Lift is composed on discrete elements. Lift support the likes of JNDI, JTA, JPA, etc. The fact that you're not forced to uses these elements of J/EE is a strong indication of Lift's modular design.
Lift's view philosophy is "let the developer decide." Lift offers a templating mechanism that does not allow any logic code in the view, a view mechanism based on executing Scala code and Scala's XML literals, and a view mechanism based on Scalate. If you choose the XML templating mechanism, then you choose how much, if any, mark-up belongs in your business logic. You cannot express any business logic in Lift's XML templates.
Lift's Object - Persistence philosophy is "let the developer decide." Lift has Mapper which is an ActiveRecord style object relational mapper. It gets the job done for small projects. Lift support JPA. Lift has a Record abstraction that supports shuttling objects into and out of relational databases, into and out of NoSQL stores (Lift includes native support for CouchDB and MongoDB, but the adapter layers are a few hundred lines of code, so if you want Cassandra or something else, it's not a lot of work to get it.) Basically, Lift the Web Framework has no dependence on how objects are materialized into a session. Further, the session and request cycles are open such that inserting transaction hooks into the request/response cycle is simple.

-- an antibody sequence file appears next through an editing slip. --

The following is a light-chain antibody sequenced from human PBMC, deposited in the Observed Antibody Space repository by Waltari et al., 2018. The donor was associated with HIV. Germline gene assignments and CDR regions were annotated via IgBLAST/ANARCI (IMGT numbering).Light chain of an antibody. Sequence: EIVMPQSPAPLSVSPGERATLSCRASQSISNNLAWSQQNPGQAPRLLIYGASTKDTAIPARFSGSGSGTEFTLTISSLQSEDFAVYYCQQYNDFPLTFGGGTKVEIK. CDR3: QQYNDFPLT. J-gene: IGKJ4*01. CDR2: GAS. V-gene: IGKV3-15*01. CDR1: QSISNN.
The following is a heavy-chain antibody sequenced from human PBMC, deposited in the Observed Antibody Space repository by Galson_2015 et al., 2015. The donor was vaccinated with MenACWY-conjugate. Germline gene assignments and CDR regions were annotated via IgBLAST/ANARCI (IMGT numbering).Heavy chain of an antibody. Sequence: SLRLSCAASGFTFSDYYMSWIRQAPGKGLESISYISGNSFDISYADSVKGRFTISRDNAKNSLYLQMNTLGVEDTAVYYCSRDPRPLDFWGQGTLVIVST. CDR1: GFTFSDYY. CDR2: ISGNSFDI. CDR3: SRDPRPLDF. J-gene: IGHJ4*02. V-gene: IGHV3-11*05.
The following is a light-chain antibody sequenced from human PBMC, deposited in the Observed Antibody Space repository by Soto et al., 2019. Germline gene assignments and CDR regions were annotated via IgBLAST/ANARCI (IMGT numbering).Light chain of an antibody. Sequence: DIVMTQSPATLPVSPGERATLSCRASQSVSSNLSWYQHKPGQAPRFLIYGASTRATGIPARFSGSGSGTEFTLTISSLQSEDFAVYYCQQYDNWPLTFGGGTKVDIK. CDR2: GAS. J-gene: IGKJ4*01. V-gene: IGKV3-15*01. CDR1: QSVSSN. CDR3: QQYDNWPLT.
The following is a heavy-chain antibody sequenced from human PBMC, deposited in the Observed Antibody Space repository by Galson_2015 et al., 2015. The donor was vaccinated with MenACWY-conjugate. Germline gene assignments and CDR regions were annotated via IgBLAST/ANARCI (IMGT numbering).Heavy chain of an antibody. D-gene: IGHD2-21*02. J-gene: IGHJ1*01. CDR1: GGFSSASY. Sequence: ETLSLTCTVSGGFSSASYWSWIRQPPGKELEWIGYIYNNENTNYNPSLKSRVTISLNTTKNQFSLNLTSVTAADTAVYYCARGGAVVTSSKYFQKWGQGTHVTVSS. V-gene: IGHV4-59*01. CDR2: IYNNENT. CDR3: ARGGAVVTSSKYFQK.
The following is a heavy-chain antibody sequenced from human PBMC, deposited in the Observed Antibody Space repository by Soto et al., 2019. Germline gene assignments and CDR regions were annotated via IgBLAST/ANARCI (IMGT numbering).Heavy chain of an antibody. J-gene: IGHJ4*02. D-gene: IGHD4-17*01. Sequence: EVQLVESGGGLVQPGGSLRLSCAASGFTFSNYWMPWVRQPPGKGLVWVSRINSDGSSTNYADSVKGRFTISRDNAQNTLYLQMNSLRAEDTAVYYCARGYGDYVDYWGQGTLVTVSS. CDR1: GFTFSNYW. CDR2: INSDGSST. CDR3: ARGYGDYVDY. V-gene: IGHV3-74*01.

Lift's philosophy is "the server team needs to know one language, not multiple languages." This means that configuration is done via Scala. This means that we didn't have to implement 40% of Java's language constructs in XML syntax to create flexible configuration options. It means that the compiler syntax and type-checks the configuration data so you don't get any weird XML parsing or incorrect data at runtime. In means that you don't have to have IDEs that understand the particulars of the annotations that you're using based on the library that you're using.